barons who took part in this parliamentary act being still alive in 1292, de Brus claimed that they should be examined in support of his averment. De Balliol's answer to this was that, inasmuch as Alexander II. had died seised of the kingdom, and transmitted it by his death to a son, not in existence at the time he designated de Brus as his heir, no right could remain with Robert de Brus in virtue of such designation. Of our historians, Brady, Tyrrel, Hume, Turner, and Lingard are alike totally silent in regard to this remarkable part of de Brus's claim. Tytler mentions it, but without comment; Carte denounces it as "a mere pretence." Lord Hailes enters with some minuteness into its discussion, but concludes against its validity on grounds somewhat extraordinary for such a high judicial authority to take up. He says that de Balliol's answer ought to have been that the opinion and act of Alexander II. could not vary the rules of succession, and that "the constitution of Scotland, and the fate of the competitors, must not depend upon the testimony of witnesses concerning words cursorily heard more than a century ago.... The situation of Alexander II. renders it incredible that he ever uttered the words ascribed to him by Bruce, and which he pretends to prove by the evidence of witnesses, certainly superannuated, and probably not impartial."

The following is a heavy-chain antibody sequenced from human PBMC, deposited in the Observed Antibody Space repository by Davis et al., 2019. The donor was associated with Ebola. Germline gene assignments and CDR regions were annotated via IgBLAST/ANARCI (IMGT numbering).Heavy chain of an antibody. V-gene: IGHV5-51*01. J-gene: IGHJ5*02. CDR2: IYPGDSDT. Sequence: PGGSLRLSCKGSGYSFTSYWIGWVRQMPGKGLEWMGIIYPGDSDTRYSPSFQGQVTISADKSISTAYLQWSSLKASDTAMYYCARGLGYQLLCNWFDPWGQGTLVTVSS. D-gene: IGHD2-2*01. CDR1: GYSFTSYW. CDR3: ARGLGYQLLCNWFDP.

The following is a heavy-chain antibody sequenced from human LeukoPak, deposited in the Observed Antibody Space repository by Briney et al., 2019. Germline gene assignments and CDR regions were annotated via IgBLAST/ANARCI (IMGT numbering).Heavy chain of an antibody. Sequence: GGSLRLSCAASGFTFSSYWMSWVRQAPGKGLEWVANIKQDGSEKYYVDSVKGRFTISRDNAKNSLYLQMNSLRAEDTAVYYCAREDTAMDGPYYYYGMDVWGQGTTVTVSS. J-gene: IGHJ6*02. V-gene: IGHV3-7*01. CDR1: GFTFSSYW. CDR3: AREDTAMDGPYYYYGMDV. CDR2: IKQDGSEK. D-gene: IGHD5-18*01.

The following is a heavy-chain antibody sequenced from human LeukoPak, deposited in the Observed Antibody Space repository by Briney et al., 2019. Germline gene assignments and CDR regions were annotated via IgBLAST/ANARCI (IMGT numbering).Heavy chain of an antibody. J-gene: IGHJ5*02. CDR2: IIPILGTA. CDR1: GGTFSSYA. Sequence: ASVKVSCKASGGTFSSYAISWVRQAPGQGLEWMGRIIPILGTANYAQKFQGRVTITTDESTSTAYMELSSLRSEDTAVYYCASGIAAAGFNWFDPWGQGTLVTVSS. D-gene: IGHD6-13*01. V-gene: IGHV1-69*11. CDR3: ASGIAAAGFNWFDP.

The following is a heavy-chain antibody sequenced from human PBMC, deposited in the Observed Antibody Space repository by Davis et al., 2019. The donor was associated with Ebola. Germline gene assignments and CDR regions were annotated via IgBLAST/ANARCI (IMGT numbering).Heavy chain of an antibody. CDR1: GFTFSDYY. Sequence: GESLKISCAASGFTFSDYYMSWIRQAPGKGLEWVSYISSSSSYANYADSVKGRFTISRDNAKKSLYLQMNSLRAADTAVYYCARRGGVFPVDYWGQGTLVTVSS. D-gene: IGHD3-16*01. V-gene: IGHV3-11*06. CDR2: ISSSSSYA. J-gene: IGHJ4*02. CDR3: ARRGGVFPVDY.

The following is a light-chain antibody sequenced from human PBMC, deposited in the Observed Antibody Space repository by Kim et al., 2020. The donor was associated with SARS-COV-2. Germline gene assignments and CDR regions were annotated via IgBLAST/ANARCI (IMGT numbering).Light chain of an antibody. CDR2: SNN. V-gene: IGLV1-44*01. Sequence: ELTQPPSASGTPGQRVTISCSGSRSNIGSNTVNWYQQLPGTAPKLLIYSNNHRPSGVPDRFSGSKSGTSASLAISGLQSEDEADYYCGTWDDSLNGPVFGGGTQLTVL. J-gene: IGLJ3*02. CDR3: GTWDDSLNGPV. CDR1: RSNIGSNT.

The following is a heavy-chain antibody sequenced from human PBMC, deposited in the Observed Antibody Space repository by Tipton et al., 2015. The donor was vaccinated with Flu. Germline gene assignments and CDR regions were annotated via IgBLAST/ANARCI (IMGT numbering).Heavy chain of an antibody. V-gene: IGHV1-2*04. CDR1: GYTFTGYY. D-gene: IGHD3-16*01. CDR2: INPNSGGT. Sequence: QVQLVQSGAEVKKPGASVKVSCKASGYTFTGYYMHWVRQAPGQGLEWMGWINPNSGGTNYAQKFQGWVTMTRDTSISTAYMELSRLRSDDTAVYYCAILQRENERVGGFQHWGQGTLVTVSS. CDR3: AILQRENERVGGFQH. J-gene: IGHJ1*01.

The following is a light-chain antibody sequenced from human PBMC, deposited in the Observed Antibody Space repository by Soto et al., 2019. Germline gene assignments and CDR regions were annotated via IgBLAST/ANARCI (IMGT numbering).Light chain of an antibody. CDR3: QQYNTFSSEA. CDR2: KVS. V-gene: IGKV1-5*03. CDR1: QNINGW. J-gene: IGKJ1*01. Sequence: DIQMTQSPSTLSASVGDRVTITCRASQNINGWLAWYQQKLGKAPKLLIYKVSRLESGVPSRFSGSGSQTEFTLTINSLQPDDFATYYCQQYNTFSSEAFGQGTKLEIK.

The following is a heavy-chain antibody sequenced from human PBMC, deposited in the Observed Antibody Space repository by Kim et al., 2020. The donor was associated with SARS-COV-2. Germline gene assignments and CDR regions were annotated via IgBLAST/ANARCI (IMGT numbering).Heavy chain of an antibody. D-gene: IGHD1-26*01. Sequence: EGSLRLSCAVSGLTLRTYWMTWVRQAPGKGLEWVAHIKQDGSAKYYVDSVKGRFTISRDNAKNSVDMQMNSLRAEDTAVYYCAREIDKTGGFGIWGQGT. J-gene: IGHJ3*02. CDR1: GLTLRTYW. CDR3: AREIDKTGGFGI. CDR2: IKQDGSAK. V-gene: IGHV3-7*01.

But in fact Alexander's act was a proceeding far more deliberate and constitutional than Lord Hailes suspected. Since that writer compiled his Annals, the appeal of the Seven Earls, above quoted, has come to light; by which it appears that the line of